Excerpted from The Association of Religion Data Archives.
In the social sciences generally, as well as in the social science of religion, the term theory is actually used in a multitude of applications. In a sense, every specific theory embodies a somewhat different idea of what theory means, so it is not surprising that this word tends to confuse people. For example, fully 93 articles in the Stanford Encyclopedia of Philosophy have “theory” in their titles, yet they approach it from almost as many different directions.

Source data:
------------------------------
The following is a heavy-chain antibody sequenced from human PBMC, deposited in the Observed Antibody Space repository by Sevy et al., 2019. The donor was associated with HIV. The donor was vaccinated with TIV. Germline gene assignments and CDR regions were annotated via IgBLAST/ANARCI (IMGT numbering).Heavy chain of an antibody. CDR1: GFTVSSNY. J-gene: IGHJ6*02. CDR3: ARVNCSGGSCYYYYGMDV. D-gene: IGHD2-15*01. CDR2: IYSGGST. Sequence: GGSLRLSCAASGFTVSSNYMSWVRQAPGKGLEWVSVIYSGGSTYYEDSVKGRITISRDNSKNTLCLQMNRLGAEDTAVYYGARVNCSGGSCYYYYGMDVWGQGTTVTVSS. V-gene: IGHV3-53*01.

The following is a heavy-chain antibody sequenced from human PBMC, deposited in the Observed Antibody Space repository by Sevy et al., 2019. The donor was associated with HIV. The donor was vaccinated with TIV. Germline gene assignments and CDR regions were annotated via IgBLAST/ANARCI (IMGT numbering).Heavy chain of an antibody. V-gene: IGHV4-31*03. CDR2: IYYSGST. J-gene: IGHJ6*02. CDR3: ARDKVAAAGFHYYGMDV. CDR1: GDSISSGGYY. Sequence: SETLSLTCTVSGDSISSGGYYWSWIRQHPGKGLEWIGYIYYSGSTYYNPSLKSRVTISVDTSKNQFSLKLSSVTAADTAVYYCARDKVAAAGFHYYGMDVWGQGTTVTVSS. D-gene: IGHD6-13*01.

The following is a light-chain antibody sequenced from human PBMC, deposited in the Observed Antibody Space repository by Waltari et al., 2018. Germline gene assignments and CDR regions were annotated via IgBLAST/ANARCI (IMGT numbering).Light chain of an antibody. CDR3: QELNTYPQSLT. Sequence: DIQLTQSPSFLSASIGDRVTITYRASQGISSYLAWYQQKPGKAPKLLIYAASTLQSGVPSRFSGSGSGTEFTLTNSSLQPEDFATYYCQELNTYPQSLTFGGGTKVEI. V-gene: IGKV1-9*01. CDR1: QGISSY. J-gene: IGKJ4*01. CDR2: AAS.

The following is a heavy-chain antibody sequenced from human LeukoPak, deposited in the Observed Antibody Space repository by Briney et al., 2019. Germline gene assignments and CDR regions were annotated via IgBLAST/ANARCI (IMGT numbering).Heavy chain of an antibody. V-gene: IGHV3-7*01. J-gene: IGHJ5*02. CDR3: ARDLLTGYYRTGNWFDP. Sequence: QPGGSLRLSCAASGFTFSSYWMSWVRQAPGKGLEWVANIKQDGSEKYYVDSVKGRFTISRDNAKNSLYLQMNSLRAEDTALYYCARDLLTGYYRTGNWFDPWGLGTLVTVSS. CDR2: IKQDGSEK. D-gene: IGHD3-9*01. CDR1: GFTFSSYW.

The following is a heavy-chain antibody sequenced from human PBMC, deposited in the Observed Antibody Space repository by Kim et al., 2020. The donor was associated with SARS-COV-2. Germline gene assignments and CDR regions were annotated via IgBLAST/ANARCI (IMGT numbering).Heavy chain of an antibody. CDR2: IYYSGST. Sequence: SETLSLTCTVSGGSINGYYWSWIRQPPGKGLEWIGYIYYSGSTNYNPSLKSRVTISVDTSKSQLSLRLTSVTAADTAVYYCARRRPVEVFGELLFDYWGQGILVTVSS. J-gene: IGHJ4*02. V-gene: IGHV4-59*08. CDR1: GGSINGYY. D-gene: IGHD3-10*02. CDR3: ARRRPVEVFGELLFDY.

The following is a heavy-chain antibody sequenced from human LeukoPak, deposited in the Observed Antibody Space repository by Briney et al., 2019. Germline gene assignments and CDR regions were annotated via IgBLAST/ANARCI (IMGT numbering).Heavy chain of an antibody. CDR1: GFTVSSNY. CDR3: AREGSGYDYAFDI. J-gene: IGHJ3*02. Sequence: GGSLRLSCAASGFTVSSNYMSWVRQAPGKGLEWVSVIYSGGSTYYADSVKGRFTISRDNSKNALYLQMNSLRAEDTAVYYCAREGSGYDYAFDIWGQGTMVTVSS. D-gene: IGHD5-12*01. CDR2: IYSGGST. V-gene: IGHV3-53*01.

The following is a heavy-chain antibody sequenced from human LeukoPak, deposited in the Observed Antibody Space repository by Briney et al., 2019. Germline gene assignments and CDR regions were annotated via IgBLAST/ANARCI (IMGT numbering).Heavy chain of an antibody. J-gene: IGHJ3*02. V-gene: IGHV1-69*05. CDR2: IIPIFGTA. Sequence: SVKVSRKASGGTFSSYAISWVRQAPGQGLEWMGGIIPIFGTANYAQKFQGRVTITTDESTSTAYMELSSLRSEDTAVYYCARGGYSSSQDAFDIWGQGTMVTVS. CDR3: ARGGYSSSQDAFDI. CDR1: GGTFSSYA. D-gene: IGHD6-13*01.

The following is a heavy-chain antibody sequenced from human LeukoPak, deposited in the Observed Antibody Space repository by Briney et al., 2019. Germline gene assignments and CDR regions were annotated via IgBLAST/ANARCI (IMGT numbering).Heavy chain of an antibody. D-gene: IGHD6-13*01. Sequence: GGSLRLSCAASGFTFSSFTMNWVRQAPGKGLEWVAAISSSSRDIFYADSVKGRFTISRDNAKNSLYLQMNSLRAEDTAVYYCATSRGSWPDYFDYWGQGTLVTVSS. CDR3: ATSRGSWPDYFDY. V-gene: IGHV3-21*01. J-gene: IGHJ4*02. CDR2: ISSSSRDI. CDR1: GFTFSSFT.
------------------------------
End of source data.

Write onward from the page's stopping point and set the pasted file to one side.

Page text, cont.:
Citing the work of Rodney Stark and William Bainbridge, we offer the following general definition of a theory:
A theory is a set of statements, or hypotheses, about relationships among a set of abstract concepts. These statements say how and why the concepts are interrelated. Furthermore, these statements must give rise to implications that potentially are falsifiable empirically.
|Rodney Stark and William Sims Bainbridge, A Theory of Religion (New York: Toronto/Lang, 1987), p. 13.|